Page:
Forget the Magic Circle (or Towards a Sociology of Video Games)
There have been several sociologists who have written, sometimes quite extensively and informatively, on video games, and more commonly many within video games studies have tapped into wider sociological literatures. However, more generally, the willingness of sociology to engage with video games and gamer analysis has been rather underwhelming, and this is particularly significant, for as Neiborg and Hermes (2008) argue, video games offer a key area for developing our understanding of contemporary audience, consumer and production patterns. Similarly, the general level of engagement with sociological literatures within games studies has at times been fairly limited. Though writers sometimes draw on philosophical/sociological ideas, such as ‘the magic circle’, which they claim are ‘social’ concepts, there is little understanding or engagement with what this actually means. Hence, this paper offers a (further) critique of the magic circle and similar concepts, but argues that the key weakness of these concepts is their lack of engagement with, and applicability to, other spheres of social life. To this end, I suggest that the (also sometimes used in game studies) concept of frame analysis, does offer a more social theory; however, what is truly needed in game studies (reflecting the arguments of early criminological debates in the 1960s and 70s) is a ‘fully social theory’ (Taylor, Walton & Young 1973) of gaming.
Ernest Adams is an independent game designer, writer, and teacher, working with the International Hobo design group. He has been in the game industry since 1989, and is the author of three books, includng "Fundamentals Game Design," with Andrew Rollings; and "Break Into the Game Industry: How to Get a Job Making Video Games." Ernest was most recently employed as a lead designer at Bullfrog Productions on the Dungeon Keeper series, and for several years before that he was the audio/video producer on the Madden NFL Football product line at Electronic Arts. He has developed on-line, computer, and console games for everything from the IBM 360 mainframe to the Playstation 2. He was the founder of the International Game Developers' Association, and is a frequent lecturer at the Game Developers' Conference. His professional web site is at http://www.designersnotebook.com.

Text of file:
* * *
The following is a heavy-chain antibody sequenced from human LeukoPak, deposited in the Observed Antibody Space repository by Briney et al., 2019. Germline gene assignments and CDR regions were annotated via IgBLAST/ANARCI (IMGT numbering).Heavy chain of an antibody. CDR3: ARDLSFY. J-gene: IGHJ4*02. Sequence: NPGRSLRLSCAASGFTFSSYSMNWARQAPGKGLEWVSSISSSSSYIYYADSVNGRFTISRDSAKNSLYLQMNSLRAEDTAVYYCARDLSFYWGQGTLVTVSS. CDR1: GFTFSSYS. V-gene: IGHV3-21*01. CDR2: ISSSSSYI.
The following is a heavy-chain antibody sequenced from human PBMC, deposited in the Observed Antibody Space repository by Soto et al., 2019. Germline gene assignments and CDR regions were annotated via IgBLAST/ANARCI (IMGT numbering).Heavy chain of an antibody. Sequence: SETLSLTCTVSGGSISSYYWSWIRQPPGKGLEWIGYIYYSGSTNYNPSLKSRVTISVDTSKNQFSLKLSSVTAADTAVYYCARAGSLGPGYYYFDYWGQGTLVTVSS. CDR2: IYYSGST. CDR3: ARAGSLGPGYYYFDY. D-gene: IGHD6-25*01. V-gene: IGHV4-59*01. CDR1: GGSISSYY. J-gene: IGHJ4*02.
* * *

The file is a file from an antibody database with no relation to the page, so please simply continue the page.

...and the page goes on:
The Philosophical Roots of Computer Game Design
This lecture is a theoretical discussion of the historical, social and technological forces that produced the contemporary culture of computer game design and development. Although game design might seem to be primarily about making successful commercial products, in fact the subjects we choose to explore in our games are not necessarily dictated by the market, but are the product of our own peculiar philosophical origins. As digital technologists we work with the classical tools of logic and order; as creative people we strive for the expression of romantic ideals. This tension between the classic and the romantic sides of our medium is the source of some of our more intractable creative problems. This lecture is not intended to offer specific solutions, but to enlighten and entertain.
Key Note Speakers 2008
Tanya Krzywinska is a Professor in Film and TV Studies at Brunel University, West London. She is President of the Digital Games Research Association (www.digra.org) and has published widely on different aspects of videogames, co-authoring Tomb Raiders and Space Invaders: videogames forms and contexts and co-editing ScreenPlay: cinema/videogames/interfaces and Videogame/player/text. She is also the author of: A Skin For Dancing In: Possession, Witchcraft and Voodoo in Film and Sex and the Cinema, plus co-author with Geoff King of Science Fiction Cinema: From Outer Space to Cyberspace ). (Wallflower Press, 2000).
You can read more about Tanya at her website
Reanimating HP Lovecraft: The Ludic Paradox of Call of Cthulhu: Dark Corners of the Earth